In terms of how it plays, I have to say that this game truly has that old-school feel. One of the best things about a good sidescroller is the challenging gameplay. A quality 2D game will start things off easy, allowing you to get comfortable with the mechanics of the game before, you know, punching you right in the face when you least expect it. Monster Boy plays this method perfectly. Once you're about halfway through the game, you'll be saying “I got this. Piece of cake” That's when you'll hit that point in the game where the platforming truly tests your skills as a gamer. You'll die quite a bit. Luckily though, the save points are strategically placed so that you won't be frustrated when you have to start the same section again and again. Like any good game, you'll get a little bit further each time you die, and once you do make it (I'm looking at you, cloud level), you'll get a real sense of accomplishment.
Not only will Monster Boy test your hand-eye coordination, you'll be giving your brain a workout as well. There were several points throughout the game, boss battles included, where I had to press pause, set the controller down, and think to myself, “OK, what am I doing wrong here? What do I need to do in order to reach that area, or defeat this boss.” The puzzles do require a bit of creative thinking, but aren't ridiculously tough. Bosses have patterns that have to be learned and taken advantage of. Once you figure it all out and are successful, that sense of accomplishment will come right back to you. The controls are spot-on, which is very important in a game that requires such pinpoint precision.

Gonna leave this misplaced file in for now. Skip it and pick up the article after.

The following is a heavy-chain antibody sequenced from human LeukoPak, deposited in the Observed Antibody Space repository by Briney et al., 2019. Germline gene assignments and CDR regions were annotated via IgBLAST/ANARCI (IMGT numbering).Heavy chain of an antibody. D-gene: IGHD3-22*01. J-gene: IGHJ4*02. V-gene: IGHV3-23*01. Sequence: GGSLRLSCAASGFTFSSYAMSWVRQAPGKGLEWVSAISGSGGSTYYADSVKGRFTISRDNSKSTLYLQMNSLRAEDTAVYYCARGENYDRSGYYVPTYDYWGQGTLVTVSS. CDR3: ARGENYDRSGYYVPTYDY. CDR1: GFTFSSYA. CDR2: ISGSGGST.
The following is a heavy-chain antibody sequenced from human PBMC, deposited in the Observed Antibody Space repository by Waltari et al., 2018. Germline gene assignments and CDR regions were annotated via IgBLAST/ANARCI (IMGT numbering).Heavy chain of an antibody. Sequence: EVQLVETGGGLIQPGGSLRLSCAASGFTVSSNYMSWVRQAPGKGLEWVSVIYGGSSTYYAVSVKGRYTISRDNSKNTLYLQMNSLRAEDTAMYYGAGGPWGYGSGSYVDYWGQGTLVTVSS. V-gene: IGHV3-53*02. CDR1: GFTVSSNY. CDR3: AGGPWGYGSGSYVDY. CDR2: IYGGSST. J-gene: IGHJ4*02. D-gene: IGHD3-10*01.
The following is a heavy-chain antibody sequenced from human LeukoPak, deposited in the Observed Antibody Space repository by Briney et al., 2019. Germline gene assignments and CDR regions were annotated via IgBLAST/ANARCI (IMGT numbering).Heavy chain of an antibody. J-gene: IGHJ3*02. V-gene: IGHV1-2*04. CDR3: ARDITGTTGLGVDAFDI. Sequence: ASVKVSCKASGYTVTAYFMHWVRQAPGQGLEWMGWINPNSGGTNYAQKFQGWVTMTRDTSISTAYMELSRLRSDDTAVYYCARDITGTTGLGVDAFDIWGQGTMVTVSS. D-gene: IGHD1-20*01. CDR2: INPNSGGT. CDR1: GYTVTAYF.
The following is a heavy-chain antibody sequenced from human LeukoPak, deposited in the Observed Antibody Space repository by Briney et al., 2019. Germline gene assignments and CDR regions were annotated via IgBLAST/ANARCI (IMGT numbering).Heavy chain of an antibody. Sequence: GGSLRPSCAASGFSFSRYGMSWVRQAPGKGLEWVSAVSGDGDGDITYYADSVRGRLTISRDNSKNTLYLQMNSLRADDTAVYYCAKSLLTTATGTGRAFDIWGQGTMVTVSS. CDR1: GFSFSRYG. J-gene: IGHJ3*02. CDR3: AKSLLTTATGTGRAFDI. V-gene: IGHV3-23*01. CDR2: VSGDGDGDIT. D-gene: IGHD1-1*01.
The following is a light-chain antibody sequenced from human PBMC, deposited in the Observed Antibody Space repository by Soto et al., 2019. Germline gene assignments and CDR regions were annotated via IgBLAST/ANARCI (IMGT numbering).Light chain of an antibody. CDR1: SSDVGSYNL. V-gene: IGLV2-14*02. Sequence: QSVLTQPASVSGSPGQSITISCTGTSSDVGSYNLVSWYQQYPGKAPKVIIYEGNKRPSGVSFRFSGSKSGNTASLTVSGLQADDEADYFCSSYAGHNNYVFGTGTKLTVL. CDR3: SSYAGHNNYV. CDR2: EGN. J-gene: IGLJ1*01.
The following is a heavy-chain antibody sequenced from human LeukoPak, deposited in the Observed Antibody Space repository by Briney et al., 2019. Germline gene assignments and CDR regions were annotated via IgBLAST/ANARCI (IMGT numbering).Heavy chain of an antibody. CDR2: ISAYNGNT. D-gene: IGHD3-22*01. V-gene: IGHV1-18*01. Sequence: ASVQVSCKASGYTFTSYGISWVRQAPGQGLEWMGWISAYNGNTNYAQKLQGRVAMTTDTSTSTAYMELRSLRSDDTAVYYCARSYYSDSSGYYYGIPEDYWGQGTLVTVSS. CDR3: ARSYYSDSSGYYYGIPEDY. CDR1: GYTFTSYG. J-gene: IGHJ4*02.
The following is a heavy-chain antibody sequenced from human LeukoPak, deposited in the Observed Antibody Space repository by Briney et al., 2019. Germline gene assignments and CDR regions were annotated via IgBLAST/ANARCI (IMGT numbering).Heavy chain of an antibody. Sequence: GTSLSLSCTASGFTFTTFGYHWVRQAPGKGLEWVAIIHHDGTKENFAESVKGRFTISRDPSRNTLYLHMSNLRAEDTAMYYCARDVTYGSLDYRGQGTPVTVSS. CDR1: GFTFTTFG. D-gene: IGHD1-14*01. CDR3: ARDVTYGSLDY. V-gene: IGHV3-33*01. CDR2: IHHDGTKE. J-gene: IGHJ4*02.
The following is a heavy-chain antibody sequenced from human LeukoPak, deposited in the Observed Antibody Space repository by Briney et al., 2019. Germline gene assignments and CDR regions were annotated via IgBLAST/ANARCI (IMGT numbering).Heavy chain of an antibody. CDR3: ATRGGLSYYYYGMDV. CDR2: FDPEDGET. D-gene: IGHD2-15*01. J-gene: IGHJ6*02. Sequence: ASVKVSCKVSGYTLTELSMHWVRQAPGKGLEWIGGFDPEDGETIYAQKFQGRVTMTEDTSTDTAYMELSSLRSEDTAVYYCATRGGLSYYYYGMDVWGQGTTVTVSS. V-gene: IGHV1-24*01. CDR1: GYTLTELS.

If you think that you'll blaze through this game in no time at all, think again. It will likely take you around 15-20 hours to beat the game, and about an extra ten if you want to find all the well-hidden collectibles. And yes, there are a TON of collectibles. Weapons, health, and songs are hidden throughout the game, and it takes some real gaming know-how in order to find them all. You Metroidvania completionists will have your hands full. You will definitely be investing a lot of time, but it really doesn't feel like it because you're having so much fun.
The Flip and the Flop
Though it is still an enjoyable game, Monster Boy and The Cursed Kingdom is not without a few flaws. There were some times where I got stuck in a wall, or used a portal staff instead of my sword on a down-strike and got frozen in my down-strike pose, but both times I was able to get out of it by switching to a different form. Also, the difficulty does ramp up pretty high, so once you get to the lava dungeon things may get a little frustrating.
The price point may be a bit of a turn-off for some as well. $39.99 is normally considered pretty steep for an indie title. But for the amount of content you get, the price of entry is well worth it. I would also suggest purchasing the physical copy, as it comes with a full color instruction manual, and yes – stickers too!
Everything about Monster Boy and the Cursed Kingdom just screams quality. And what's most fascinating about this it never really started off as a Monster Boy game. It wasn't until later in its development that the changes were made to make it a spiritual successor to Wonder Boy. And I couldn't be happier that these changes were made, because the final product shows that developers who are passionate about their work can produce stunning results.
Monster Boy and the Cursed Kingdom is a testament to why 2D gaming is still going strong to this day. It's not all about shooting enemies, stealing horses, and crafting post-apocalyptic armor. A good game is a game that makes you smile, forget about the stresses of the day, and relax. And some games do all that, as well as bring you back to a time when you didn't have a care in the world. Monster Boy and the Cursed Kingdom does both.
Review copy provided by FDG Entertainment